As the clouds cover the mountains in our back, backyard an off and on mist like drizzle dampens the thirsty ground, I actually share a Facebook a two-year-old memory on my page:
“So, today is THE big day that we get our kids. I woke up feeling a little off (okay more than a little). I couldn’t put my finger on it until my dad texts me and asked if the labor pains have started. THAT’S it!! Mental labor pains, emotional labor pains. Yes, I am totally feeling the labor pains. I am not going to lie, taking on four kids is pretty huge. I try not to think of what God has asked us to do very often, as the responsibility can seem too much. I just take one day at a time with a big goal in mind. I am much more excited than scared, but so much has gone into this time, into getting kids, these kids, so many “what if’s” that we have heard for two plus years. Life is never going to be the same for us…but then again it wasn’t from the day we met them. Thank you all for your support and help and prayers through this all. You honestly don’t know how it strengthens me. Okay, I need to get off and finish getting ready we have a lot of road time ahead of us.”
When we went to a CYFD sponsored adoption event hours away, we had no idea the outcome. No idea if we find “the” kid or kids. No idea if our adoption journey would continue on the three-year long road for finding our child/children or if God’s GPS would lead us on a completely different path. All we knew was there were some kids a few social workers had for us to meet. We knew their names and ages, and some workers provided a bit more information. As the event went along we met most of the kids on our “list” and none seemed to click. I kept asking about the sib group of four we were told about. Half way through I had to use the porta- potty and literally ran into and a 10-year-old boy who would soon be our son. He was coming out of the porta-potty as I walked passed. I quickly scooped out the other kids that were nearby, four of them, who look to be about the ages we were told. As I answered nature’s call I listened to see if any names were spoken by the group washing their hands at the portable washing station. None. As soon as I was done I headed over to the station myself. Again, trying to check out the kids without looking like a stalker, also trying to still my heart at the little one on the stroller reaching his hands out to me. With clean, dry hands I made my way to the only adult in the group. I introduced myself to her. Ms. L replied; “You are the one!” and we proceeded to make quick small talk and she introduced me to the shy, apprehensive sib group standing before me.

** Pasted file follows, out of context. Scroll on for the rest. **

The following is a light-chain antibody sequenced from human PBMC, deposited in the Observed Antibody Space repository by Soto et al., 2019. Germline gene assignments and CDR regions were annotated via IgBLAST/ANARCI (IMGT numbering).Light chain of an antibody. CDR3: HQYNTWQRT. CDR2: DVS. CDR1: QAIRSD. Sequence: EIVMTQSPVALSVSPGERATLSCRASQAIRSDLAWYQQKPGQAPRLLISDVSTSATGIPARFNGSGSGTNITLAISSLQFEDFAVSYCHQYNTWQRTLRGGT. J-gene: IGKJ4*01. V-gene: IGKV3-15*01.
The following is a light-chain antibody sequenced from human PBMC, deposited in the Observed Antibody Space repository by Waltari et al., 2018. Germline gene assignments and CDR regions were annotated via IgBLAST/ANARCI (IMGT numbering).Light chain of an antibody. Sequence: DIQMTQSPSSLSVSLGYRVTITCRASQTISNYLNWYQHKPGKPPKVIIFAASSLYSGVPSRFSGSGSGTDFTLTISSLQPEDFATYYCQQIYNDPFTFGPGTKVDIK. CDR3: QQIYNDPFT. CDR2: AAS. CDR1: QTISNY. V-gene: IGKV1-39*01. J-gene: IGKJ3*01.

(Us at the adoption event in our red bandanas.)
Now, there are no words to really explain how you feel when you meet kids who could one day be yours. You want to take them all into your arms at once and run away with them. At the same time, you want to walk into this as if you had to choose between door number one or door number two. Door number one being the “Let’s walk away now and wait for an easier road.” Or door number two: “What the heck are we doing? What the heck are we waiting for? What the heck are we doing?” no turning back door. I had so many questions. I wanted the event to stop so we could just talk to the kids, to their worker and really get to know them. And boy, oh boy, could I just squeeze the little chubster in the stroller.
I hurried to find Hubby and our eldest son so they could meet Ms. L and the kids too. I’d like to say we played it cool, and not seemed too eager, like many of the other parents looking for their child. But part of it is a bit blurred. I know we milled around with Ms. L and the sib group for a bit. At one point I mentioned that when Little Man in the stroller held out his arms to me, I wanted to grab him right up. To which Ms. L replied in her (sorry for any racial tones here) stereotypical welcoming African American woman voice, with her all-encompassing personality, “Go right ahead.” “Really?!?” I took that happy boy right into my arms and was he heavy!
(Do you see the lady in the jean skirt and white tank top? That’s me next to our eldest son. The little feet right in front of me belong to our soon to be youngest son.)
Again, much of that day was a blur, so many thoughts, so many emotions are involved in one of these events. I do remember the turning point was at lunch. When Ms. L let us eat with the kids. I quickly looked up ahead at what was being served, told the kids and got their orders. It was hot, it was dry and like I said it was a bag of mixed emotions for the waiting parents and waiting kids. So small talk didn’t always come easy. While we sat at our table eating, some picking at hot dogs and burgers we tried to ask the most neutral questions as possible, trying to find out as much as possible in so short a time.
As the event came to a close, and “our” sib group made an early exit, we were left to decide, left to talk about the road ahead, left to comment to the unknown or not. I still remember sitting on the edge of my seat trying to remain ladylike in my jean skirt while removing the enormous amount of goat heads from my brown and teal mary jane crocs. Non-stop talking was going on, while we took off our red bandanas and contemplated out future. The road home was a long one, made even longer both the weight of the decision we faced and the wait of starting the journey ahead.